• I’ve been wanting rates to go up for quite a while now. Every zombie home crazed buyer says, “you have to jump in now while rates are low!” Here’s the thing folks, you can always refinance and get a better rate down the road, but you can’t renegotiate your principle. I’d rather have a lower priced home and a higher rate than a low rate with an overpriced home.

    Let the rates go up and we’ll see the housing correction speed up.

    • Exactly – I wish rates would skyrocket to 10%…hell even better, the rates of the 70’s and 80’s in the high teens. All the better to shake the properties out of the weak hands and into strong hands.

    • Logically, rising rates will necessarily reduce the amount mortgage that can be serviced by a given income, and all other things being equal, it is reasonable to expect that higher rates would likely push prices down. It would also follow, then, that if we reach a philosophical market bottom then rates increase, we would see ever lower prices. However, increases rates will depend upon the withdrawal of federal money from the mortgage lending industry and no matter what your opinion is on TARP, stimulus, and QE, it would be difficult justify the claim that the wind-down of these programs will be measurable in anything but years.

  • The bank may be putting people into foreclosure, but they sure don’t seem to be taking back homes at a reasonable pace. I have posted from time to time on this blog for over 2 years and my house has been in foreclosure the entire time. I have moved, shut off the power, and informed the bank of everything. Yet they still refuse to complete the foreclosure… They are stuck paying $5000 a year for property taxes(mela roose) and somehow they don’t want the property off their books. I tried to do a short sale and had 5 different offers that were easily what the house was worth, but the bank refused. The collection department calls me 10 times a day and that also has some cost to it. Its a minimum of 5 years before you can get another loan with a foreclosure and this is from the completion date. With how slow the bank are going it may well turn out to be 10 years and while I’m sure no one will shed a tear for us keeping so many people out of the market will keep prices low for that much longer. Maybe this is a good thing. I’d say we are more like The United States of Foreclosure Limbo. I don’t know what I have got to do to make the bank complete the foreclosure.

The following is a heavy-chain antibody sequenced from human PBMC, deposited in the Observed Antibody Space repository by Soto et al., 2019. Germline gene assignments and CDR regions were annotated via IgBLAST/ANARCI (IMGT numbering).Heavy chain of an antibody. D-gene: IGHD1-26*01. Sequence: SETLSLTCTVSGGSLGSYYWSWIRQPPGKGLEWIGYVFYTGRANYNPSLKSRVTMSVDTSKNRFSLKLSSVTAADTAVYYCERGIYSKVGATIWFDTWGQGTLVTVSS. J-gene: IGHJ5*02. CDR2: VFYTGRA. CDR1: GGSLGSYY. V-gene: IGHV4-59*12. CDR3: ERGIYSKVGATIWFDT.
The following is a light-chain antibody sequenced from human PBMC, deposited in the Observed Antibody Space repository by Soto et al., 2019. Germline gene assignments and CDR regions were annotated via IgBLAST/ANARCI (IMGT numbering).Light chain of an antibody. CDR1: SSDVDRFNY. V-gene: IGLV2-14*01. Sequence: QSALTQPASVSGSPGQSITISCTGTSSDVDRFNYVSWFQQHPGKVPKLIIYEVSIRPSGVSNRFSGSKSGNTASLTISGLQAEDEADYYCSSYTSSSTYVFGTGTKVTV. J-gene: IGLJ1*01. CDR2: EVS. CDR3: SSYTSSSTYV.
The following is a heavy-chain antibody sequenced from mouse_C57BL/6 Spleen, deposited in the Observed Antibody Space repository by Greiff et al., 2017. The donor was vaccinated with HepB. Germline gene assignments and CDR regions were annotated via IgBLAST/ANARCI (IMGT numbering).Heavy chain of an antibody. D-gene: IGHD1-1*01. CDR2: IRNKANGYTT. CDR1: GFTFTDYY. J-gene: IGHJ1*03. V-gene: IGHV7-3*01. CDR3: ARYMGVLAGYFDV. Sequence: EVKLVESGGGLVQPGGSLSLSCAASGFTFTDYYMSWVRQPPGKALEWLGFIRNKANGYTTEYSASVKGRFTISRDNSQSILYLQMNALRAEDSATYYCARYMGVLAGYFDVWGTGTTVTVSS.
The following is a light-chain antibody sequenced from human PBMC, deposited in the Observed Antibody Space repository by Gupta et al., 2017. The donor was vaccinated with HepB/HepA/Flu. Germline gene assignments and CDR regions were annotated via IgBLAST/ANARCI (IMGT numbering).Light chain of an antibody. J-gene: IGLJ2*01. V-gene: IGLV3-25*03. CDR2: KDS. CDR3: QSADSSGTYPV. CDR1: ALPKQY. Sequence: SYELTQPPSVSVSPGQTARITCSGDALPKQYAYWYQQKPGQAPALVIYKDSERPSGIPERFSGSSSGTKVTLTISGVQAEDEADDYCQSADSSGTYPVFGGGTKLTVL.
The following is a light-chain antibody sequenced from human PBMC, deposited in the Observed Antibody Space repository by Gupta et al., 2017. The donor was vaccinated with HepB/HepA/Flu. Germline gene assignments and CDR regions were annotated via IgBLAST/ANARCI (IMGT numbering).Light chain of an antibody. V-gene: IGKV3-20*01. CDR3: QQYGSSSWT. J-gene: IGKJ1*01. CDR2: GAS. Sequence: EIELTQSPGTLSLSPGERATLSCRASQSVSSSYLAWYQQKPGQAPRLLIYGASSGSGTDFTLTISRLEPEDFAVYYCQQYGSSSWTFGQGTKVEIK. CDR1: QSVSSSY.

• I’ve read your posts over the last couple years and think that it’s pretty uncool for the bank to put you in that position. Have you contacted a newspaper to try to have them tell your side of the story? It sounds like the way that you handled it was admirable and that you just want to move on with your life. If the MSM news sources wont tell your story perhaps a number of bloggers could. Maybe if you emailed Mish, Patrick, Denninger, Larry Roberts (Irvine Renter), Dr HB etc etc you could get some coverage. Just an idea.

    • DG, thanks for sharing. You raise valid points and the answer is out there, somewhere. As a buyer, I have observed banks’ behavior, too. Utterly bizarre, but then, those mortgages were likely to be securitized, right?
      There is a 2,000 ft home which hit the MLS at $ 100 k. then again at $ 76,900. My cash offer was 3% les, no inspections (the previous people tore out all doors and heating 7 cooling etc. and this is in Yucca Valley). 6 weeks = SILENCE. Then a deadline, requiring disclosures to be signed (still no counter offer or an acceptance of my offer). threats of letting it go to auction.
      OK, let’s talk in 6 weeks…

      Bank of America has a nice house. It fell out of escrow twice and I offered $ 125 k, about the same it fell out for. Took them 4 months to reject. Another 2 months to accept. Then I changed my offer to $ 115 k.